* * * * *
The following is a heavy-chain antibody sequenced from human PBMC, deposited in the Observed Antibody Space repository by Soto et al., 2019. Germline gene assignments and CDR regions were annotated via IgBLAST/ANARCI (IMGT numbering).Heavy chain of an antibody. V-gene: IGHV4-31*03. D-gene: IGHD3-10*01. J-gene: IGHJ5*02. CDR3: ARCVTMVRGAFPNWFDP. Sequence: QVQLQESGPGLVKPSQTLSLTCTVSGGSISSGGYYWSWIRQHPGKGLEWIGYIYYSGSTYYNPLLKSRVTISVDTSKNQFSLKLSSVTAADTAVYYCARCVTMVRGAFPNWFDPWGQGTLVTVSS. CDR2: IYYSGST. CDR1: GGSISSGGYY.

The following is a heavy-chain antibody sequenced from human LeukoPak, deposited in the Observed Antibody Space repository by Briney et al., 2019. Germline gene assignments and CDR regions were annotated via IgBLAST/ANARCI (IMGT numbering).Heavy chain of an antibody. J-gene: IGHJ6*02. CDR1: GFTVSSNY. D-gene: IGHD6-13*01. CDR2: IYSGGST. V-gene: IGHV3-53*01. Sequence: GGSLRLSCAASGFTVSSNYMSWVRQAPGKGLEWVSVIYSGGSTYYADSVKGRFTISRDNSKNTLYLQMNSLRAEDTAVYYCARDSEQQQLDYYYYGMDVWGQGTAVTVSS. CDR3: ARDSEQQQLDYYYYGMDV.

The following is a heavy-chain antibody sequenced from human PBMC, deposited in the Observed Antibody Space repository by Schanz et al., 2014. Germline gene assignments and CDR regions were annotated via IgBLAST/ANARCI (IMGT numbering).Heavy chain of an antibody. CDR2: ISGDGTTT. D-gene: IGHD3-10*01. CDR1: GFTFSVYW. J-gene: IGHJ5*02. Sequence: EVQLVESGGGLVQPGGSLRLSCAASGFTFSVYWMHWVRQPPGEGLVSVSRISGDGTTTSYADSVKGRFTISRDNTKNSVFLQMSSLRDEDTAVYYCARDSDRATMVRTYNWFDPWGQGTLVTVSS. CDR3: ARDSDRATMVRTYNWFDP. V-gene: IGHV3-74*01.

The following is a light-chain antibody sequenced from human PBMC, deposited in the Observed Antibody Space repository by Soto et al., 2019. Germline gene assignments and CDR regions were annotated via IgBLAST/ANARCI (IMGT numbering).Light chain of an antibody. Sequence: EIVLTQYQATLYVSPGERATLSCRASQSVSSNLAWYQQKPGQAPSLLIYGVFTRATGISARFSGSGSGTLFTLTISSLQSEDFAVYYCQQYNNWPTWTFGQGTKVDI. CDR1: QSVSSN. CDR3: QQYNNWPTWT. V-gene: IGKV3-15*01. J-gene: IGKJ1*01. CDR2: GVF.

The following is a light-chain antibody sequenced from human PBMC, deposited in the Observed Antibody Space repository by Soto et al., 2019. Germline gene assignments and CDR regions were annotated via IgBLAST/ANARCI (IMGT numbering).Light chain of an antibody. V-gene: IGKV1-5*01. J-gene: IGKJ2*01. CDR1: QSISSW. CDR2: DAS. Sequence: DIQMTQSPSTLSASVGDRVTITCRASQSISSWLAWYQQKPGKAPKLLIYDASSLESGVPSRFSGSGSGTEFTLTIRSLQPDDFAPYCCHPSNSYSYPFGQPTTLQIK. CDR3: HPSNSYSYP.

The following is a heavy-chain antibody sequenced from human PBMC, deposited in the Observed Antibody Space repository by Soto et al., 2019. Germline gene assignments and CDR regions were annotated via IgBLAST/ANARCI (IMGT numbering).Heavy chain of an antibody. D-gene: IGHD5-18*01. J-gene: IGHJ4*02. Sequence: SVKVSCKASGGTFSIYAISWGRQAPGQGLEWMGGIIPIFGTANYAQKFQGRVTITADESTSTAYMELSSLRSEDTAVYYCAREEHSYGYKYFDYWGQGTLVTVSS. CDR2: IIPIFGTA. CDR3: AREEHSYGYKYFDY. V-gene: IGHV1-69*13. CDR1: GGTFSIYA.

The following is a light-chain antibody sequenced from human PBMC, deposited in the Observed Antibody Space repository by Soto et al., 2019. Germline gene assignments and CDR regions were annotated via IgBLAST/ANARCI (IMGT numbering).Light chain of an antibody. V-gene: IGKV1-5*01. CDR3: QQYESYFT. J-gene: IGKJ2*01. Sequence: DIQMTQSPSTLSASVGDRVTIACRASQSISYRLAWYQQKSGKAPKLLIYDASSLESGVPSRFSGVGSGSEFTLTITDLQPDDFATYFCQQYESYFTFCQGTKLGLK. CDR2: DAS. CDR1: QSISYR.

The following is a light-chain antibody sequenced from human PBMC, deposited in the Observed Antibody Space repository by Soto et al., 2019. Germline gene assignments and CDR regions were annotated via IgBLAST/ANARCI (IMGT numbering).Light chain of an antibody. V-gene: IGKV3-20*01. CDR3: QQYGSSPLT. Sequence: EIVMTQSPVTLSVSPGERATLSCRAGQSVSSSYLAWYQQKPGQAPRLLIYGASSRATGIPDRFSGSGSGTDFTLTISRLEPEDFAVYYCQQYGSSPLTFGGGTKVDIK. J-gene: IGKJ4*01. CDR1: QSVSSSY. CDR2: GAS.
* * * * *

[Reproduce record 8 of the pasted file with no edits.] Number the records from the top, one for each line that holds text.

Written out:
The following is a light-chain antibody sequenced from human PBMC, deposited in the Observed Antibody Space repository by Soto et al., 2019. Germline gene assignments and CDR regions were annotated via IgBLAST/ANARCI (IMGT numbering).Light chain of an antibody. V-gene: IGKV3-20*01. CDR3: QQYGSSPLT. Sequence: EIVMTQSPVTLSVSPGERATLSCRAGQSVSSSYLAWYQQKPGQAPRLLIYGASSRATGIPDRFSGSGSGTDFTLTISRLEPEDFAVYYCQQYGSSPLTFGGGTKVDIK. J-gene: IGKJ4*01. CDR1: QSVSSSY. CDR2: GAS.